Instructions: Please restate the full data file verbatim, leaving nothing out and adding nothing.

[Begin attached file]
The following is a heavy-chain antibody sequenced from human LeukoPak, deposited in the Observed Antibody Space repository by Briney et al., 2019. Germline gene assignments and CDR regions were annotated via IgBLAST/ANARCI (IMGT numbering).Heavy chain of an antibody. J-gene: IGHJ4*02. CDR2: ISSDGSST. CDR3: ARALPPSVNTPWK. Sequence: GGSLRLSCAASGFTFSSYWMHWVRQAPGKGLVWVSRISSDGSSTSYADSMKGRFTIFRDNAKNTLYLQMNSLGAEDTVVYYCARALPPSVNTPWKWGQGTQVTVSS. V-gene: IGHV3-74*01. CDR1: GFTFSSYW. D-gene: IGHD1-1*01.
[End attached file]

The following is a heavy-chain antibody sequenced from human LeukoPak, deposited in the Observed Antibody Space repository by Briney et al., 2019. Germline gene assignments and CDR regions were annotated via IgBLAST/ANARCI (IMGT numbering).Heavy chain of an antibody. J-gene: IGHJ4*02. CDR2: ISSDGSST. CDR3: ARALPPSVNTPWK. Sequence: GGSLRLSCAASGFTFSSYWMHWVRQAPGKGLVWVSRISSDGSSTSYADSMKGRFTIFRDNAKNTLYLQMNSLGAEDTVVYYCARALPPSVNTPWKWGQGTQVTVSS. V-gene: IGHV3-74*01. CDR1: GFTFSSYW. D-gene: IGHD1-1*01.